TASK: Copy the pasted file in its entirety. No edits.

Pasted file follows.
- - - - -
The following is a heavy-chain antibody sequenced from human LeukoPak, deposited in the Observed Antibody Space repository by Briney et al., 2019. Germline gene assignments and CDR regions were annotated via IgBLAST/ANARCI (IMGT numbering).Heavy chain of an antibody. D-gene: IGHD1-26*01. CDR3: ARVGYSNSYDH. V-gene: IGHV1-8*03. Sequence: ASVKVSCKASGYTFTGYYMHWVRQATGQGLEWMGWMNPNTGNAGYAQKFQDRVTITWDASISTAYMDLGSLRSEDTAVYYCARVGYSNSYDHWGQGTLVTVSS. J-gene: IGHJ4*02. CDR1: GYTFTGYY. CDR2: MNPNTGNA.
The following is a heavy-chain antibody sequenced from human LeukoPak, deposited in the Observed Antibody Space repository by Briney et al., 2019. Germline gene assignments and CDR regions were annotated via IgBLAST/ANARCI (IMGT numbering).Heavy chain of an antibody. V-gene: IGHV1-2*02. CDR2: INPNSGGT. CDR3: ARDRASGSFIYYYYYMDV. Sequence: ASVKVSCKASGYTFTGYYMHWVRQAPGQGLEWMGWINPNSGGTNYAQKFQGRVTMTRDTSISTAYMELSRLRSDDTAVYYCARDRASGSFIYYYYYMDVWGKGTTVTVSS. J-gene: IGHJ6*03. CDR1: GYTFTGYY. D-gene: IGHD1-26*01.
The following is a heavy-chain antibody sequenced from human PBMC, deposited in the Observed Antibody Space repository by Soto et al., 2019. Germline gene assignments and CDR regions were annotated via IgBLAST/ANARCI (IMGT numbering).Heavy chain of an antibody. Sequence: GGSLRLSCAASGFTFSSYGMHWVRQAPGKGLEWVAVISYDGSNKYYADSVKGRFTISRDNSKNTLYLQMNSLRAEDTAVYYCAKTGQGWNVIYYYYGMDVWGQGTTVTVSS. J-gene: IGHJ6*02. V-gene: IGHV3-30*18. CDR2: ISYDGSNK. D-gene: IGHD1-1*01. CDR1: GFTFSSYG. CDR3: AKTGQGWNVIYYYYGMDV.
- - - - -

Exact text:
The following is a heavy-chain antibody sequenced from human LeukoPak, deposited in the Observed Antibody Space repository by Briney et al., 2019. Germline gene assignments and CDR regions were annotated via IgBLAST/ANARCI (IMGT numbering).Heavy chain of an antibody. D-gene: IGHD1-26*01. CDR3: ARVGYSNSYDH. V-gene: IGHV1-8*03. Sequence: ASVKVSCKASGYTFTGYYMHWVRQATGQGLEWMGWMNPNTGNAGYAQKFQDRVTITWDASISTAYMDLGSLRSEDTAVYYCARVGYSNSYDHWGQGTLVTVSS. J-gene: IGHJ4*02. CDR1: GYTFTGYY. CDR2: MNPNTGNA.
The following is a heavy-chain antibody sequenced from human LeukoPak, deposited in the Observed Antibody Space repository by Briney et al., 2019. Germline gene assignments and CDR regions were annotated via IgBLAST/ANARCI (IMGT numbering).Heavy chain of an antibody. V-gene: IGHV1-2*02. CDR2: INPNSGGT. CDR3: ARDRASGSFIYYYYYMDV. Sequence: ASVKVSCKASGYTFTGYYMHWVRQAPGQGLEWMGWINPNSGGTNYAQKFQGRVTMTRDTSISTAYMELSRLRSDDTAVYYCARDRASGSFIYYYYYMDVWGKGTTVTVSS. J-gene: IGHJ6*03. CDR1: GYTFTGYY. D-gene: IGHD1-26*01.
The following is a heavy-chain antibody sequenced from human PBMC, deposited in the Observed Antibody Space repository by Soto et al., 2019. Germline gene assignments and CDR regions were annotated via IgBLAST/ANARCI (IMGT numbering).Heavy chain of an antibody. Sequence: GGSLRLSCAASGFTFSSYGMHWVRQAPGKGLEWVAVISYDGSNKYYADSVKGRFTISRDNSKNTLYLQMNSLRAEDTAVYYCAKTGQGWNVIYYYYGMDVWGQGTTVTVSS. J-gene: IGHJ6*02. V-gene: IGHV3-30*18. CDR2: ISYDGSNK. D-gene: IGHD1-1*01. CDR1: GFTFSSYG. CDR3: AKTGQGWNVIYYYYGMDV.